Impact of region-of-interest method on quantitative analysis of DTI data in the optic tracts.

Lilja Y, Gustafsson O, Ljungberg M, Nilsson D, Starck G - BMC Med Imaging (2016)

Illustration of the four ROI methods (upper row: axial slices of whole MRI images; lower row: close-ups of the optic tracts and ROIs). From the left: a manual ROI in b0 image, b manual ROI in coregistered T1-weighted image, c ROI guided by FA-skeleton (FA-skeleton in green) and d ROI guided by probabilistic tractography. The pink lines in the tractography image represent the termination masks of the tractography. A complete ROI cannot be shown in a single axial slice as the optic tracts are oriented anatomically in an inferior-superior direction, thus only parts of the ROIs are seen in this image (indicated as red or blue voxels)
© Copyright Policy - OpenAccess
Related In: Results  -  Collection

License 1 - License 2
Show All Figures
getmorefigures.php?uid=PMC4940685&req=5

Fig3: Illustration of the four ROI methods (upper row: axial slices of whole MRI images; lower row: close-ups of the optic tracts and ROIs). From the left: a manual ROI in b0 image, b manual ROI in coregistered T1-weighted image, c ROI guided by FA-skeleton (FA-skeleton in green) and d ROI guided by probabilistic tractography. The pink lines in the tractography image represent the termination masks of the tractography. A complete ROI cannot be shown in a single axial slice as the optic tracts are oriented anatomically in an inferior-superior direction, thus only parts of the ROIs are seen in this image (indicated as red or blue voxels)
Mentions: ROIs were defined manually by visual inspection of the b = 0 map. The two most central voxels of the OT, in each coronal slice, were selected (Fig. 3).Fig. 3

Bottom Line: ROI selection in small structures is challenging; the final measurement results could be affected due to the significant impact of small geometrical errors.Manual tracing was performed in 1) the b0 image and 2) a T1-weighted image registered to the FA image.Semi-automatic segmentation was performed based on 3) tractography and 4) the FA-skeleton algorithm in the tract-based spatial statistics (TBSS) framework.

View Article: PubMed Central - PubMed

Affiliation: Department of Clinical Neuroscience and Rehabilitation, Institute of Neuroscience and Physiology, Sahlgrenska Academy, University of Gothenburg, Gothenburg, Sweden. ylva.lilja@neuro.gu.se.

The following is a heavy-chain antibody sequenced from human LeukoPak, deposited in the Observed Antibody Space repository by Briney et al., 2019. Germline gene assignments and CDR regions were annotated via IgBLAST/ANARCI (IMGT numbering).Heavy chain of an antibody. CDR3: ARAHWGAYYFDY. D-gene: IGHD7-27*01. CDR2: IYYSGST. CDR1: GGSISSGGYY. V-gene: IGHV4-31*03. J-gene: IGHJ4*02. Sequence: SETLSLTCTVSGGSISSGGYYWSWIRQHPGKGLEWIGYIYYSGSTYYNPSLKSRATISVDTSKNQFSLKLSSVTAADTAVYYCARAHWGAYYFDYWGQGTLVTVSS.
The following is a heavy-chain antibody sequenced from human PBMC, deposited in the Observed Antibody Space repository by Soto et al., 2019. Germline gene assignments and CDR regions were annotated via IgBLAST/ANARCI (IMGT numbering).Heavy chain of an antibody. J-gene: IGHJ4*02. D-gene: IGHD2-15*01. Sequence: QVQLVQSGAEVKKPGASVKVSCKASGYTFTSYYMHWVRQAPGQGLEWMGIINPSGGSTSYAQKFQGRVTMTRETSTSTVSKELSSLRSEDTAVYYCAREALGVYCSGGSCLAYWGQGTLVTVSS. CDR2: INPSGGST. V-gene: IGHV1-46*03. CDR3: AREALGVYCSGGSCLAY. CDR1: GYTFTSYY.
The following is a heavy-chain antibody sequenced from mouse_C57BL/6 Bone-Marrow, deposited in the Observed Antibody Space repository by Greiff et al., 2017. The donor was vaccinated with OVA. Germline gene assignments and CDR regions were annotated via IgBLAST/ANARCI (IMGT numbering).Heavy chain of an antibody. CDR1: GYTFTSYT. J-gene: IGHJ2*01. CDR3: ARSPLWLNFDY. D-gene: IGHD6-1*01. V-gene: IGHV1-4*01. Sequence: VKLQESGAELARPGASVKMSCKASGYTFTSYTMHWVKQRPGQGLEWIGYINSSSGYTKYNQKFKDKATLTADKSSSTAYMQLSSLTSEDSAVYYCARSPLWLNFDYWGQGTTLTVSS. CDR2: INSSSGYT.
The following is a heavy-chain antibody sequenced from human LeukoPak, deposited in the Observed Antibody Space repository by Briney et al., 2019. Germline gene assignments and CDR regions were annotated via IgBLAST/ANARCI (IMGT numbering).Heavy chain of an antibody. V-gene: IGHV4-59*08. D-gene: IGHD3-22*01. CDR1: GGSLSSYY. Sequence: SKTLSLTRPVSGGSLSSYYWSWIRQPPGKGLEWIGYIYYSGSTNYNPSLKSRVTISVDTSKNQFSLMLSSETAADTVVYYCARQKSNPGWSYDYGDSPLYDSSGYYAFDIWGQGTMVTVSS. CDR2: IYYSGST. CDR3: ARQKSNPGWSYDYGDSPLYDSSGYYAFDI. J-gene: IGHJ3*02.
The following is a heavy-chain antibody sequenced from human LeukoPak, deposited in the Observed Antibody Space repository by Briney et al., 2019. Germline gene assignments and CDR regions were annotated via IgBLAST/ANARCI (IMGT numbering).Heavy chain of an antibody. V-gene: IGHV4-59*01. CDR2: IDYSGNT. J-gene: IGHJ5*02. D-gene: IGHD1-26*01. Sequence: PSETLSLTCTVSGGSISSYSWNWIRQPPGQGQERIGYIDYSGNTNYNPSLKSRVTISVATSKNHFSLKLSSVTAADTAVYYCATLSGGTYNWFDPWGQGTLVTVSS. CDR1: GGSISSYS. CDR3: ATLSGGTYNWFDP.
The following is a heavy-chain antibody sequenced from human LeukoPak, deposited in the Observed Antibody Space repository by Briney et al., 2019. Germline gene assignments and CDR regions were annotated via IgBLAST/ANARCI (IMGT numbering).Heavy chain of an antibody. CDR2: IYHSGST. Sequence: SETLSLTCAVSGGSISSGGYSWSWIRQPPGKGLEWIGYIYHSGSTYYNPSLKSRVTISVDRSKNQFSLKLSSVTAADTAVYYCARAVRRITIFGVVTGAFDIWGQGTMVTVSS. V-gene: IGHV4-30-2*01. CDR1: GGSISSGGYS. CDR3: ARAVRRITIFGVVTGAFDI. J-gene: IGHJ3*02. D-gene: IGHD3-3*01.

ABSTRACT

Background: To extract DTI parameters from a specific structure, a region of interest (ROI) must be defined. ROI selection in small structures is challenging; the final measurement results could be affected due to the significant impact of small geometrical errors. In this study the optic tracts were analyzed with the aim to assess differences in DTI parameters due to ROI method and to identify the most reliable method.

Methods: Images of 20 healthy subjects were acquired. Fractional anisotropy (FA) was extracted from the optic tracts by four different ROI methods. Manual tracing was performed in 1) the b0 image and 2) a T1-weighted image registered to the FA image. Semi-automatic segmentation was performed based on 3) tractography and 4) the FA-skeleton algorithm in the tract-based spatial statistics (TBSS) framework. Results were analyzed with regard to ROI method as well as to inter-scan, intra-rater and inter-rater reliability.

Results: The resulting FA values divided the ROI methods into two groups that differed significantly: 1) the FA-skeleton and the b0 methods showed higher FA values compared to 2) the tractography and the T1-weighted methods. The intra- and inter-rater variabilities were similar for all methods, except for the tractography method where the inter-rater variability was higher. The FA-skeleton method had a better reproducibility than the other methods.

Conclusion: Choice of ROI method was found to be highly influential on FA values when the optic tracts were analyzed. The FA-skeleton method performed the best, yielding low variability and high repeatability.

No MeSH data available.